MATERIALS AND METHODS:

Materials
Metoclopramide hydrochloride was received as gift sample from Vaikunth Chemicals, Ankleshwar, Carbopol-934 and HPMC was purchased from Loba Chemie Pvt. Ltd. Mumbai., Ethanol, Tween 80, dichloromethane and Heavy Liquid Paraffin was obtained from SD fine chemicals Ltd., Mumbai (India). All other chemical and reagent used in this study were of analytical grade.

Method of preparation4:-
Six batches of microspheres were prepared by taking drug: polymer ratio as 1:1, 1:1.5 and 1:2 with MCP as drug and two different polymers. The formulation batches were designated as F1, F2, F3 for Carbopol 934  (1:1, 1:1.5,1:2 respectively) and F4, F5, F6 for HPMC (1:1, 1:1.5,1:2 respectively). Drug and polymer in different proportions were weighed and co?dissolved at room temperature into a mixture of ethanol and dichloromethane (1:1% v/v) with vigorous agitation to form uniform drug-polymer dispersion. This was slowly poured into the dispersion medium consisting of heavy liquid paraffin (50ml) containing 1.5% Tween 80. The system was stirred using over head propeller agitator at a speed of 400 rpm at room temperature over a period of 2-3 hrs, to ensure complete evaporation of the solvent. Liquid paraffin was decanted and the microspheres were separated by filtration through a whatmann filter paper, washed thrice with 180 ml of acetone and air dried for 24 hrs.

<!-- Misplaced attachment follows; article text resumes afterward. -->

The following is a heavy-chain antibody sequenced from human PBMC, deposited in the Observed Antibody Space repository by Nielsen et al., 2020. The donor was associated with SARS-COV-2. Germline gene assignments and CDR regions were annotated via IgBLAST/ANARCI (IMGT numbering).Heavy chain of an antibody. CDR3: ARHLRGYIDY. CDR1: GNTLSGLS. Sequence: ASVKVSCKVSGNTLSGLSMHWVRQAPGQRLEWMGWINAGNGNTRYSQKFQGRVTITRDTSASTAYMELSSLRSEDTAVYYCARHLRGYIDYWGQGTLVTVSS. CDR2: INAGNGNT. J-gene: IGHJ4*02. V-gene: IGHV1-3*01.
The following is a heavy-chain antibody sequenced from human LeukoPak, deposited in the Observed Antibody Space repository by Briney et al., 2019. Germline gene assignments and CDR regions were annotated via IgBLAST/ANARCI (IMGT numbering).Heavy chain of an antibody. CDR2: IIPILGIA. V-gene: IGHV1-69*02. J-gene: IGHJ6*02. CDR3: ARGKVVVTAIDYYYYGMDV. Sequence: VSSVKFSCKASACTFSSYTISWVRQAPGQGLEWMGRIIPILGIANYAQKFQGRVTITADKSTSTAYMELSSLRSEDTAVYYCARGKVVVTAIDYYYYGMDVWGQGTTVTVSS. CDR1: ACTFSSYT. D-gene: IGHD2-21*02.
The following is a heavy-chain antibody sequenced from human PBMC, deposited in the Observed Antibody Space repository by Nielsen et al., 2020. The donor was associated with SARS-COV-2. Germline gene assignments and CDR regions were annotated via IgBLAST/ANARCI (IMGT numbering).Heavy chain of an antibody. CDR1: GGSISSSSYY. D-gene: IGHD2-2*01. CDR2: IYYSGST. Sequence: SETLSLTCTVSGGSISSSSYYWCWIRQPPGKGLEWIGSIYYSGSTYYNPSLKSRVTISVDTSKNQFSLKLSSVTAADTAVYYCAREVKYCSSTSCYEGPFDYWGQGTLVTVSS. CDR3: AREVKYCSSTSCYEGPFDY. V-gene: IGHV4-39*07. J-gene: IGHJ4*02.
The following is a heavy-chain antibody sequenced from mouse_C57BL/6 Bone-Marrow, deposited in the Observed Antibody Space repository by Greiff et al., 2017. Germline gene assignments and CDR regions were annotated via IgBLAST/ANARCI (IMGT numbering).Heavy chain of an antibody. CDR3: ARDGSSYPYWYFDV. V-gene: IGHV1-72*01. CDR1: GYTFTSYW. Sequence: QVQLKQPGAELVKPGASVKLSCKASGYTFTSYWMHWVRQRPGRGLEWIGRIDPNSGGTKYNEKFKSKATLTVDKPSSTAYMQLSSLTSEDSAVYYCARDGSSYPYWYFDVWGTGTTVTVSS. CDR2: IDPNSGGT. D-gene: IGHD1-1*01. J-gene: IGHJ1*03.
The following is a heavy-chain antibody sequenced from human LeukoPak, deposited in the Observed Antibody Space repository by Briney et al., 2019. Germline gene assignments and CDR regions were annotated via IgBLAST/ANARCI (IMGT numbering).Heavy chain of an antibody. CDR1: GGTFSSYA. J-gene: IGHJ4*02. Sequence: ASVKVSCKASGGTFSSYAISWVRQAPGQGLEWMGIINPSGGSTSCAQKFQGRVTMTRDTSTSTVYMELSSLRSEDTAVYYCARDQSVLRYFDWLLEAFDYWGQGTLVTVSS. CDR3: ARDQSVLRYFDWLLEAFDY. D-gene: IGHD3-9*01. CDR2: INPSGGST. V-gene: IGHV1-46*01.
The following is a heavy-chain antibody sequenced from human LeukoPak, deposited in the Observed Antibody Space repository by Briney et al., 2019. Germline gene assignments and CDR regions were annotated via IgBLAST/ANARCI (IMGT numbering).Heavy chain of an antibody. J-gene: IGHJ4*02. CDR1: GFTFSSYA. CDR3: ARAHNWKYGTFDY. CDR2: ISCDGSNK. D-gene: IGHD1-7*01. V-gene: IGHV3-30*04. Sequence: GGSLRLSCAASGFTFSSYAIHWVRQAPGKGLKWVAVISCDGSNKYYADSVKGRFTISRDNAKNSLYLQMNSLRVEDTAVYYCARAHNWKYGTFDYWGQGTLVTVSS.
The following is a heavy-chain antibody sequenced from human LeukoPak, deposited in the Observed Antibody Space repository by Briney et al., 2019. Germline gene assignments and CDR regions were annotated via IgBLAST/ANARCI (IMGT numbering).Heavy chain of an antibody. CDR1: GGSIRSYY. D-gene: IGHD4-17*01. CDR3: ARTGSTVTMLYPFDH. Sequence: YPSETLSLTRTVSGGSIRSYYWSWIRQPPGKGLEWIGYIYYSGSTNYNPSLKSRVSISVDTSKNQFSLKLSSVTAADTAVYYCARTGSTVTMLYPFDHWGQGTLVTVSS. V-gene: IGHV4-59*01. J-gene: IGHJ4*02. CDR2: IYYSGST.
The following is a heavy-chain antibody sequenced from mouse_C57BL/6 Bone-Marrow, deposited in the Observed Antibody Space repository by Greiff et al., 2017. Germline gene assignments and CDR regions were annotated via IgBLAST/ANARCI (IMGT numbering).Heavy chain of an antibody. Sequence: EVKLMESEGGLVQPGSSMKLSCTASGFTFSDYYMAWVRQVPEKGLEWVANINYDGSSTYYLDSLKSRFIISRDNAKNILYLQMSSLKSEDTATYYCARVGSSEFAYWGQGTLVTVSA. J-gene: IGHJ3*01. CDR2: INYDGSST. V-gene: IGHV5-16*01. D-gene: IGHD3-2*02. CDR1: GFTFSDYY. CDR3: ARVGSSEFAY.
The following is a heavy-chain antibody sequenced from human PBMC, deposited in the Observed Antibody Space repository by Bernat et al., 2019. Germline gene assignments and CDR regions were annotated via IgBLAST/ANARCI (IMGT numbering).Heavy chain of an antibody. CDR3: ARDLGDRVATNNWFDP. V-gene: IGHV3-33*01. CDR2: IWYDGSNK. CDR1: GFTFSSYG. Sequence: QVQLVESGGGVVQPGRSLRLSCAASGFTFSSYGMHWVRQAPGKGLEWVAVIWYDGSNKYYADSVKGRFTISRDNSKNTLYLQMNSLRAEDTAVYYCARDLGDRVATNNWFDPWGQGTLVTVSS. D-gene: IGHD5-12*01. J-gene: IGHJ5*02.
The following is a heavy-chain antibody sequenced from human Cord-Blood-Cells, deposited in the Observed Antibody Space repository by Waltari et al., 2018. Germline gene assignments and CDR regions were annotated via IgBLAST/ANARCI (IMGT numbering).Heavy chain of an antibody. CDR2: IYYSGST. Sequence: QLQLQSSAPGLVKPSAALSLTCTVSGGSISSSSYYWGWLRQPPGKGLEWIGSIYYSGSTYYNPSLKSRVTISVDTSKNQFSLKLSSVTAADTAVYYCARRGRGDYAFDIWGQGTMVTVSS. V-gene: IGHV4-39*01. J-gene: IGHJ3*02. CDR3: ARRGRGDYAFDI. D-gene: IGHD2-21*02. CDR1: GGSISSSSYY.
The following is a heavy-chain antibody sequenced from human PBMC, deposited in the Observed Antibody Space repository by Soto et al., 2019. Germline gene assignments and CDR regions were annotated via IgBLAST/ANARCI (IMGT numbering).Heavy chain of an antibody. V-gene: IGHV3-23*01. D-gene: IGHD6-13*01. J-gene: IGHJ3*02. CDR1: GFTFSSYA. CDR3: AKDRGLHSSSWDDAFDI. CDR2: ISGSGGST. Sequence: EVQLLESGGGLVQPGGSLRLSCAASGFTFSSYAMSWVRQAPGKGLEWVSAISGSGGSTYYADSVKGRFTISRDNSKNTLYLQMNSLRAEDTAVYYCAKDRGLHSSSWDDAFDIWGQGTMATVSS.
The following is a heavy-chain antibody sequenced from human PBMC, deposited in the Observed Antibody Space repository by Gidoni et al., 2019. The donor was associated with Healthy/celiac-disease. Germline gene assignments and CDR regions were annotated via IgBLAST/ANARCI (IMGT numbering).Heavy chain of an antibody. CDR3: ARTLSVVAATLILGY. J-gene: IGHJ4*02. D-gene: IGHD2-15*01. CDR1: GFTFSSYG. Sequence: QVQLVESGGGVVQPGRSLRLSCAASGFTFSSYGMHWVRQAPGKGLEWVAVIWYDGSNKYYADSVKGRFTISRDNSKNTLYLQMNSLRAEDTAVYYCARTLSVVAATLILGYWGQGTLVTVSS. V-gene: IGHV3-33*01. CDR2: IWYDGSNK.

Formulation Code

Drug Polymer Ratio

Drug (mg)

Carbopol 934     (mg)

HPMC (mg)

Dichloromethane (ml)

Methanol (ml)

F1

1:1

500

500

-

10

10

F2

1:1.5

500

750

-

10

10

F3

1:2

500

1000

-

10

10

F4

1:1

500

-

500

10

10

F5

1:1.5

500

-

750

10

10

F6

1:2

500

-

1000

10

10

Table -1:- Composition of various MCP microspheres formulations

Dose Calculation8:

The dose of MCP is 10-15 mg four times a day. But the dose is reduced to 40 mg for formatting sustained release microspheres.

Dt = Di (1+ 0.693× tm / t1/2)

Where, Dt = total dose;
Di = initial dose;
tm = time to which the drug is sustained;
t1/2 = half life of the drug.

Dt = 15 (1+ 0.693×12/5)

Dt = 39.948≈40 mg